It’s been about a year since I last made a citrus curd and it was about time to refresh my memory with by trying Orange Curd. I probably should have reviewed my post from last summer, but imbued with a sense of covering known territory I dove right in; confident that since the Lemon Curd Tart of my memory was so straightforward that this version would give no trouble. Alas, it was trickier than I remembered.

Mixing – I did vaguely remember the pre-cooked curd looking very odd and it does. Like a curdled, vile mess liberally seasoned with orange zest. Not a very appealing start to something that ultimately tastes wonderful, but forewarned is forearmed. Don’t be frightened off just keep going!

Temperature – The recipe calls for room temperature butter and eggs and I’d recommend leaving the butter out overnight and the eggs for several hours to reach the right temperatures. My butter was fully softened, but the eggs a little on the cool side – not ideal.

Cooking – I unhelpfully didn’t leave any notes to myself on the length of cooking time, so let me do better now: 10 minutes is what’s recommended in the recipe, but I found it took somewhat longer, probably due to the eggs being colder than recommended. More helpful is to watch the texture for cues about “doneness” – when the curd has been cooked enough it will be thick, smooth, and nearly opaque; somewhere in the neighborhood of pudding in consistency.

Small Kitchen Friendly?
Yes, 100%, especially since there’s no tart shell involved this time. I subbed a microplane grater and a handheld mixer for the food processor/stand mixer pieces. After that all I needed was a large mixing bowl, 2 quart sauce pan, measuring cups, a wooden spoon, and a large food storage container. If you’re making floats or sundaes, then an ice cream scoop, glasses and a jigger will be helpful additions.

The Verdict:
I made Orange Curd as a dessert for company, originally intending to serve it in a tart, but then a flash of inspiration and an excellent suggestion from Mike turned it into a topping for boozy Creamsicle Floats (recipe below). Unlike lemons, which are unflinchingly tart, oranges have a mellower flavor and need firm boundaries to prevent them from becoming cloying. The addition of sparkling soda and a splash of Grey Goose was just what the doctor ordered to balance out the sweetness in our floats. A perfect end to the meal.

Orange Curd Creamsicle Float   | Image:   Laura Messersmith

Orange Curd Creamsicle Float | Image: Laura Messersmith

Orange Curd Creamsicle Float (serves 4)

Ingredients:
4 (12 ounce) cans San Pellegrino Aranciata or Aranciata Rossa soda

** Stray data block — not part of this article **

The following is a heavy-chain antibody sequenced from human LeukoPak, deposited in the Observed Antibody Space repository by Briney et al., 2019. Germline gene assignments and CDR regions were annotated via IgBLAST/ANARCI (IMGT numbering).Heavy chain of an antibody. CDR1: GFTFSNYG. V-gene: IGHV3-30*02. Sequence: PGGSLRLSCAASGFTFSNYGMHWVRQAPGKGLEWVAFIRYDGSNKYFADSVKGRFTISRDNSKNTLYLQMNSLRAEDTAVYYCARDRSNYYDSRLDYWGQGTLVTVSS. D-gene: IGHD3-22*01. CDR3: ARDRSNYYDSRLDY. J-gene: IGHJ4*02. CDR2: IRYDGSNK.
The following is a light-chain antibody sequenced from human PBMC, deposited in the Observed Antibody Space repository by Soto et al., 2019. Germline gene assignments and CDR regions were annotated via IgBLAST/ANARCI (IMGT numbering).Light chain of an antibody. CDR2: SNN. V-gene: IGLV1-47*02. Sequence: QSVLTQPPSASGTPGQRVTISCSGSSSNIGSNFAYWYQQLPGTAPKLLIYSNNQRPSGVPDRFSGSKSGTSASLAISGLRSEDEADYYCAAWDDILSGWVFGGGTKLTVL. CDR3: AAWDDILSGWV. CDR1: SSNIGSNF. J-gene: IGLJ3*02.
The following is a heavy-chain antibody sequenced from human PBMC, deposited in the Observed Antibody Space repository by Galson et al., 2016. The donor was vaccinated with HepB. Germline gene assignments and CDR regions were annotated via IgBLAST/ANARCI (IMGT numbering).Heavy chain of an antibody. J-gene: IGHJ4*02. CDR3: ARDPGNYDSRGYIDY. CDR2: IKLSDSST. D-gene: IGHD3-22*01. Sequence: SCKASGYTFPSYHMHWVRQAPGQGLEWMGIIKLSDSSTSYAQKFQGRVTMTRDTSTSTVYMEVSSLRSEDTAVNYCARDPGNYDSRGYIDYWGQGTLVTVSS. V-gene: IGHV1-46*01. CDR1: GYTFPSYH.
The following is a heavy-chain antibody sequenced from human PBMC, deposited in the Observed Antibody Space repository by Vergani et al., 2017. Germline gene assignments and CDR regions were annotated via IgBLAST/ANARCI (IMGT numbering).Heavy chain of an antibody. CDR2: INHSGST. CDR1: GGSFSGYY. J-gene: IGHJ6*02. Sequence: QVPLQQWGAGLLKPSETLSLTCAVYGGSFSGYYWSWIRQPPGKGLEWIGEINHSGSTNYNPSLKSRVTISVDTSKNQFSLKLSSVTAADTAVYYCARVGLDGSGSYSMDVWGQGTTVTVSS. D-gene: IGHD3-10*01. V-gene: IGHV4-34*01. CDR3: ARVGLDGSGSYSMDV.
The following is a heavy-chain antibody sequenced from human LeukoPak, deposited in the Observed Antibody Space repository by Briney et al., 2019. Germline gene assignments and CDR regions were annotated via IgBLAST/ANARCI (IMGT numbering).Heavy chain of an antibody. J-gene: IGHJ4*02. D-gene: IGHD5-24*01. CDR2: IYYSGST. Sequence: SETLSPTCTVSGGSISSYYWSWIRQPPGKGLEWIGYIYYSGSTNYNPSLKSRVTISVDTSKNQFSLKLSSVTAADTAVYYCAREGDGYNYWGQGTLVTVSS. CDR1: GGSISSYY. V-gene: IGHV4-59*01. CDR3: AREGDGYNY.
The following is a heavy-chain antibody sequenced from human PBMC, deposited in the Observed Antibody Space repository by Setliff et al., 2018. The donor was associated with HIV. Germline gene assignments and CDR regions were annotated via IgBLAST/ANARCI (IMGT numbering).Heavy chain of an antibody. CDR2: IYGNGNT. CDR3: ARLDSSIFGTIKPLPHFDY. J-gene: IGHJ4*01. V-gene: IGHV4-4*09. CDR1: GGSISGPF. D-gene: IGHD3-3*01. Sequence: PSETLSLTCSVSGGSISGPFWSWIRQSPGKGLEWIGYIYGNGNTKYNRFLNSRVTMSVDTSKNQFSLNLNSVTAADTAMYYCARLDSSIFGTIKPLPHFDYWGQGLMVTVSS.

4 ounces Grey Goose vodka, divided (optional)
4 tablespoons Orange Curd
1 pint vanilla ice cream
1 orange, segmented

Instructions:
Chill both the vodka and orange soda in advance. Assuming a hot day, take the ice cream out of the freezer 4-5 minutes before serving and allow to soften slightly, longer if it’s cold outside. If it’s a very hot day, chill the glasses too.

Scoop a generous portion of ice cream (1/4 – 1/3 cup) into a roundish ball and place into the glass. Softened ice cream and an ice cream scoop will make this easier, but the results will be the same regardless of how perfect the scoop is. Your preference here on whether your glass and appetite warrant a second scoop.

Add 1 tablespoon of Orange Curd on top of each scoop of ice cream. Pour in 1 ounce of vodka to each glass before filling the remainder of the glass with orange soda, about 6-8 ounces per glass.

Garnish with a segment or two of fresh orange. Drink immediately!

Orange Curd Creamsicle Float   | Image:   Laura Messersmith

Orange Curd Creamsicle Float | Image: Laura Messersmith

Chicagoland + Reading Material

I’m spending the weekend in the greater Chicagoland area to celebrate the bridal festivities of my sister-in-law, which if all goes to plan will result in lots of great food and wonderful times. I didn’t want to leave you hanging though and so without further ado I present a smattering of Internet fun for your amusement.

Reading Material:

Berries are seriously such divas! Good thing Food52 has some strategies to keep them fuzz-free a few days longer and free us from the tyranny of their delicate constitution.

Did you hear about the kerfuffle the New York Times caused when they suggested that peas belonged in guacamole? (No. Just, no.) Well, a writer from The Atlantic made the recipe. Allow me to preview: “I don’t believe in wasting avocados on an abomination.”

Lovely photography and a little French lesson courtesy of Buzz Feed. Hoping I might be the sortable kind of person…